Gold Coin From North America

Gold coins of the “New World” issue primarily from the mints of North America’s three major countries: the USA, Canada, and Mexico. (There are numerous – over 40 – other “members” of the continent in the Caribbean, Central America, and Atlantic Ocean … and you’re forgiven if you overlook Greenland as part of North America – it is. But we will concentrate on the major coin producers here.) The three most populous nations share borders and close economic ties through the North American Free Trade Agreement but their histories and cultures are quite distinct. Canada and the USA both have British colonial roots. Those were completely thrown off by the Americans, as Mexico did with Spain. Canada, however, retains its British (Commonwealth) heritage which is reflected in the British sovereign’s representation on its coinage to this day. The US and Mexico understandably portray their own national figures only.

Gold and North American Civilization

Of the three largest North American countries, it is quite easy to see that gold had the greatest historical impact on Mexico. Long before the Spanish Conquest, the peoples of the southernmost parts of the continent held gold in high esteem. After Cortez arrived in 1521, massive deposits of gold and silver were discovered almost immediately at El Oro near Mexico City. European methods of exploration and mining were introduced, extracting some 5 million ounces of gold over the next 400 years, and sent to Spain and around the world. To the north (and west), gold was discovered at Sutter’s Mill in 1848, leading to the California Gold Rush, the slaughter or displacement of indigenous societies, and statehood in 1850, followed by rapid economic and civic development. Still later, and still farther north, Canada welcomed its mad influx of wealth seekers during the Klondike Gold Rush, in the waning years of the 19th Century in the Yukon Territory. Of the 100,000 prospectors who aimed to find their fortunes, it is said that fewer than half of that number actually made it to the cold northern streams to pan for gold.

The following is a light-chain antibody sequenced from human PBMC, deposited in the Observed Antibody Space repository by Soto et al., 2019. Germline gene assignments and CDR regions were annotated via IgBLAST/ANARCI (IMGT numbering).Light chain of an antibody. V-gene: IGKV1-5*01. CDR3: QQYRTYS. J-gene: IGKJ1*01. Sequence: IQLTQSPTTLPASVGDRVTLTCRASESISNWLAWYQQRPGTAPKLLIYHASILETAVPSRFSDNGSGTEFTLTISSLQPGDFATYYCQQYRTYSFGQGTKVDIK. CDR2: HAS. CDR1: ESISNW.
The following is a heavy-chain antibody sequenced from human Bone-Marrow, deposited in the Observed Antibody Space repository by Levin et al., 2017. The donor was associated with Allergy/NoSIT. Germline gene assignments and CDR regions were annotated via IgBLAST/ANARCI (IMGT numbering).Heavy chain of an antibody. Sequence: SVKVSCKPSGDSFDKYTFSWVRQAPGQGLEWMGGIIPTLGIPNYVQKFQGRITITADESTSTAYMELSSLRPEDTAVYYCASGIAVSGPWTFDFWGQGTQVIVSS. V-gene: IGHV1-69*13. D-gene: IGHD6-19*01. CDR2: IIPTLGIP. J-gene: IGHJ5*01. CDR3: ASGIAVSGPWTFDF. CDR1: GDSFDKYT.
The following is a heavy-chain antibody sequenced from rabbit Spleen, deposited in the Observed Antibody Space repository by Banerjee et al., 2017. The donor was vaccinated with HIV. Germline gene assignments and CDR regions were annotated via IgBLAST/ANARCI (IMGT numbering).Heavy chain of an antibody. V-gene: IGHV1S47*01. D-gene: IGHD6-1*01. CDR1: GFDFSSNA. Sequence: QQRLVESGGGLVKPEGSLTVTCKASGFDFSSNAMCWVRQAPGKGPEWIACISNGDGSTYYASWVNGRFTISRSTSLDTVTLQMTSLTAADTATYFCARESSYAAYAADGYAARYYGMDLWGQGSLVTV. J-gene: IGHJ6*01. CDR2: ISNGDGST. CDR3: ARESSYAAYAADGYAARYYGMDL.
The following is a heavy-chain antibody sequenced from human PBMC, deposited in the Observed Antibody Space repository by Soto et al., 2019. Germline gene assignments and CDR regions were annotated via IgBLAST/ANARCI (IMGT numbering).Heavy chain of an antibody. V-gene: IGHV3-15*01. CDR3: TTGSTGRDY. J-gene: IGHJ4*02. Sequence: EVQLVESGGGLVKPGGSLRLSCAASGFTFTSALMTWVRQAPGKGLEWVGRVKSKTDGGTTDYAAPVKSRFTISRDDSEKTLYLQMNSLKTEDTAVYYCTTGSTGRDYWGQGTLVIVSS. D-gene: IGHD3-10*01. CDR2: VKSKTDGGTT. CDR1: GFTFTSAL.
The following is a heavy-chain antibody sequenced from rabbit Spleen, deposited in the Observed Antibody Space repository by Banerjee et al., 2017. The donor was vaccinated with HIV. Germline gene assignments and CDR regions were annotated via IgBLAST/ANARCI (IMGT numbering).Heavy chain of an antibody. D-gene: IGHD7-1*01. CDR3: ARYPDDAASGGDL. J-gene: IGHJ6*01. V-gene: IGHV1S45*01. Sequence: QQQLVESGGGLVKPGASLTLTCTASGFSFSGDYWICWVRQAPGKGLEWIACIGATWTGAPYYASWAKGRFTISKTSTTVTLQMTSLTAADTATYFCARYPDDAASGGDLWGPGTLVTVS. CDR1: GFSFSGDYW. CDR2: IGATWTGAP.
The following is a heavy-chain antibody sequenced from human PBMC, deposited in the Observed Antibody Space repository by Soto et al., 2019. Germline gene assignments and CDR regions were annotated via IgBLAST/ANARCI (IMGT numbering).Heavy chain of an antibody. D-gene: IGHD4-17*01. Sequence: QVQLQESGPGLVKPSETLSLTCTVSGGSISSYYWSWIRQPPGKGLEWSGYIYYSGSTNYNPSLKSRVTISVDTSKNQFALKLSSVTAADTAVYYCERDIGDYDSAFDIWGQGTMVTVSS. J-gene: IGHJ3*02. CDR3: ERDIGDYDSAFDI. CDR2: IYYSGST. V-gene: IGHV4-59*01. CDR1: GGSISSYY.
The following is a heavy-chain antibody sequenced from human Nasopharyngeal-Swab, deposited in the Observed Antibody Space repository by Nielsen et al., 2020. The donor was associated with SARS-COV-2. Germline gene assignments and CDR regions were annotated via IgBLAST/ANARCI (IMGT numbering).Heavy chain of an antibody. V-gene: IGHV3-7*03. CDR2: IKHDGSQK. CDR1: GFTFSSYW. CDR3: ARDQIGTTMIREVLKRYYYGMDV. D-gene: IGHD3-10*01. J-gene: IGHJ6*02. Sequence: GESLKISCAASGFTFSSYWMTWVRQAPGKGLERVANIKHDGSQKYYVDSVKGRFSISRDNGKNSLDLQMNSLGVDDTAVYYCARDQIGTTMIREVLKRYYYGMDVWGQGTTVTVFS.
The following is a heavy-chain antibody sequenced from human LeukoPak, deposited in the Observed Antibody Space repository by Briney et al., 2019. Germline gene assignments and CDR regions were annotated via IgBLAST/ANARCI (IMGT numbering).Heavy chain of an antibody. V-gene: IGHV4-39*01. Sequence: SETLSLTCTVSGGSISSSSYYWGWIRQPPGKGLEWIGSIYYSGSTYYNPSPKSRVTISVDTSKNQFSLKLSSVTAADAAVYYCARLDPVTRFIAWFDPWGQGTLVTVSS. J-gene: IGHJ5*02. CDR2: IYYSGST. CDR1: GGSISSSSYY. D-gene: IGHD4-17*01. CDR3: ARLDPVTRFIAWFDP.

Notable Coins from North America

Gold Libertad

Gold libertad coin

Though Mexico has the oldest history of gold on the continent, it has the least-developed coin industry. This is both a weakness and a strength. Banco de Mexico (the Mexican Mint) is known for producing limited quantities each year of a smaller variety of gold coins, heightening their collectible value. Primary among these is the Libertad, considered one of the most beautiful coins in the world.

Read the full description of the Gold mexican Libertad Coin

Gold Maple Leaf

gold maple leaf reverse

The youngest North American nation of the three – Canada – has an extremely developed minting industry that is considered a world leader in technology and craftsmanship. The Royal Canadian Mint was the first to produce gold bullion coins of the highest purity (99.99%), notably its stunning Gold Maple Leaf. RCM has pioneered other ground-breaking designs and effects including holograms, odd shapes, multiple colors and finishes, and gem inserts, as well as state-of-the-art security features.

Read the full description of the Gold Canadian Maple Leaf

American Gold Eagle

The official gold bullion coin of the United States of America is the American Eagle. Bearing the majestic bird on one side, it portrays an equally powerful symbol on the reverse: Lady Liberty. Similarly, another of America’s iconic gold coins shows classic images on both faces.

Read the full description of the Gold Eagle

American Gold Buffalo

Gold Buffalo Coin

The American Buffalo bullion coin has the bison on the reverse, and the head of a Native American in profile on the obverse. Demand from investors and collectors for these coins is always very high.

Read The description of Gold American Buffalo